Photograph Your Pets

November 13, 2012

When my children were young, I focused my less-than-stellar photographic efforts upon them.  Then came grandkids and  I’m sure they cringed when they saw Ganny heading their way with camera in hand.

Now with only one grandson close enough to be the object of my photo affections, I have turned my camera toward my dogs and cats.  Maggie, the bulldog, loves to mug for the camera and even tolerates being dressed in costumes.










Gator would prefer not to be bothered at all.  Chico heads for my closet when he sees the camera in my hand, because he’s terrified of the flash, but little Lucy will pose proudly.


Over the years, I have learned a lot of do’s and don’ts when photographing pets, but I still am far from an expert.  Today, I shoot with a Nikon D3000.  Digital cameras are easy to use and with numerous editing software programs available, you can’t go wrong.

I won’t get into F-stops and light metering here.  If you want to become technically-knowledgeable, take a photography class.  The following tips will get you started on the path to good photos of your pets.

Equipment.  A decent camera is a must.  It doesn’t have to be expensive, but you should consider the type of photography you plan to do.  If you want to shoot your dog in an active moment, such as jumping in the air after a ball, invest in a camera with a motion setting in order to achieve more stable shots.  Distance shots may require a telephoto lens to get the needed results.  Since most pet photos are close-ups, you can shoot acceptable pictures with just a point-and-shoot camera.

Camera manufacturers offer a myriad of accessories but really, not many are necessary.  A built-in flash system provides options for low-light conditions.  A tripod will eliminate camera shake that often results in blurring.

With my first digital camera – a Kodak point-and-shoot – I used Kodak software to edit my photos.  With a big step up to my Nikon, I continued to use the Kodak software, because it was easier than the Nikon software editing system.  But Kodak went out of business, and I was forced to use the Nikon program.  Today, I combine that with Picasa, a free download system to my computer.  It’s easy to use and offers good organization of your photos and all the editing options an amateur might need.  If your camera will download directly to Picasa, you can eliminate any other software.  I have a point-and-shoot, no-name camera that dumps the photos right into Picasa.  Wish my Nikon would do that.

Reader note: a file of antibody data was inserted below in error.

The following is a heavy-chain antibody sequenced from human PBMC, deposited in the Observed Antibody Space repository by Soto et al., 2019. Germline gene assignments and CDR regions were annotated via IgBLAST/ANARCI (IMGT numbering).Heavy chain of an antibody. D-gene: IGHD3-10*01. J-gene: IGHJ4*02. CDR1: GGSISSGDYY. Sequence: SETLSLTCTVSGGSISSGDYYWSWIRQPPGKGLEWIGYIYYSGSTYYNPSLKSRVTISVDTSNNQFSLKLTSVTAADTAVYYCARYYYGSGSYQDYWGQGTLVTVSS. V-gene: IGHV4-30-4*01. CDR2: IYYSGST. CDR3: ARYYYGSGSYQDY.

Lighting and focus.  When possible, always shoot without flash.  With animals as with humans, flash photography tends to create “red eyes.”  Natural light gives better results.  Focus on the pet’s eyes when you are shooting.  They say the eyes are the window to the soul and a photo that focuses on the eyes will go a long way toward bringing out the subject’s personality.

Settings and background.  A natural setting works best, because it provides strong light.  Watch out for clutter in the background.  You don’t want to see a tree growing out of your dog’s head.  Coordinate the colors of the background to the color of your pet.  For instance, don’t photograph a white cat or dog on a white carpet or sofa.  It won’t give enough contrast between the two.

Enlist an assistant.  To get a good shot, extra hands help.  Your assistant can tempt your pet with toys and treats to get its attention, while you concentrate on taking the perfect photo.

Practice makes perfect.  The joy of digital photography is in instant gratification.  You can download your work to your computer and quickly see if the photos are good or need work.  This allows you to get right back to work and correct your mistakes.

Experiment with action shots.  Have your assistant throw a Frisbee in the air for your dog  or dangle a feathered “fishing pole” above your kitty’s head.

Get down on the ground to your pet’s eye level to photograph him.  It will give new perspective to your photos.  Add props!  Fido’s favorite stuffed animals or Fluffy’s catnip toys add another dimension to your work.

Shoot from different angles.  A photo looking up at a dog could be interesting.

Share your photos.  Your friends on Facebook and Pinterest will enjoy seeing your fur-kids.  You can include them in holiday greeting cards, on keychains or on calendars.  The ideas are endless, and the cost is low to get started.

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